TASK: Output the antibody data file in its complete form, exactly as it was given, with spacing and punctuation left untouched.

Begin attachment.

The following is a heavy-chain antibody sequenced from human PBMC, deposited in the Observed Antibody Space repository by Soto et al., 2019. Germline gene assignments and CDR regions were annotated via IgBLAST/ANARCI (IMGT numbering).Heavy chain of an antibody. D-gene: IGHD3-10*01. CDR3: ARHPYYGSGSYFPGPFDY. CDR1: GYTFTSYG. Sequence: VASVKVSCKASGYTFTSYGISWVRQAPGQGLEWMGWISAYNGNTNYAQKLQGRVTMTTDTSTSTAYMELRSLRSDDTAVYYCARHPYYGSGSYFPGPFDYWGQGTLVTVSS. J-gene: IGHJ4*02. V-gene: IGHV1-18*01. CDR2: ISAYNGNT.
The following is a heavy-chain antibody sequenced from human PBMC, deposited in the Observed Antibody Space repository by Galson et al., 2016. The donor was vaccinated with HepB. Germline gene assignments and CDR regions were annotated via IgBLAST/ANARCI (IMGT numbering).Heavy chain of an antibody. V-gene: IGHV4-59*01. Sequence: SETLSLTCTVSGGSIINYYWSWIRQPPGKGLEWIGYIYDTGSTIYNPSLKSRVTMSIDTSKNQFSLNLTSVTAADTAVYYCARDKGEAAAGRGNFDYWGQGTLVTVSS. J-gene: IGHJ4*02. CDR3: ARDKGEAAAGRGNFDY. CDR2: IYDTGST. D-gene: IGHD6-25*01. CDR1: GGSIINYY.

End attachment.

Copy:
The following is a heavy-chain antibody sequenced from human PBMC, deposited in the Observed Antibody Space repository by Soto et al., 2019. Germline gene assignments and CDR regions were annotated via IgBLAST/ANARCI (IMGT numbering).Heavy chain of an antibody. D-gene: IGHD3-10*01. CDR3: ARHPYYGSGSYFPGPFDY. CDR1: GYTFTSYG. Sequence: VASVKVSCKASGYTFTSYGISWVRQAPGQGLEWMGWISAYNGNTNYAQKLQGRVTMTTDTSTSTAYMELRSLRSDDTAVYYCARHPYYGSGSYFPGPFDYWGQGTLVTVSS. J-gene: IGHJ4*02. V-gene: IGHV1-18*01. CDR2: ISAYNGNT.
The following is a heavy-chain antibody sequenced from human PBMC, deposited in the Observed Antibody Space repository by Galson et al., 2016. The donor was vaccinated with HepB. Germline gene assignments and CDR regions were annotated via IgBLAST/ANARCI (IMGT numbering).Heavy chain of an antibody. V-gene: IGHV4-59*01. Sequence: SETLSLTCTVSGGSIINYYWSWIRQPPGKGLEWIGYIYDTGSTIYNPSLKSRVTMSIDTSKNQFSLNLTSVTAADTAVYYCARDKGEAAAGRGNFDYWGQGTLVTVSS. J-gene: IGHJ4*02. CDR3: ARDKGEAAAGRGNFDY. CDR2: IYDTGST. D-gene: IGHD6-25*01. CDR1: GGSIINYY.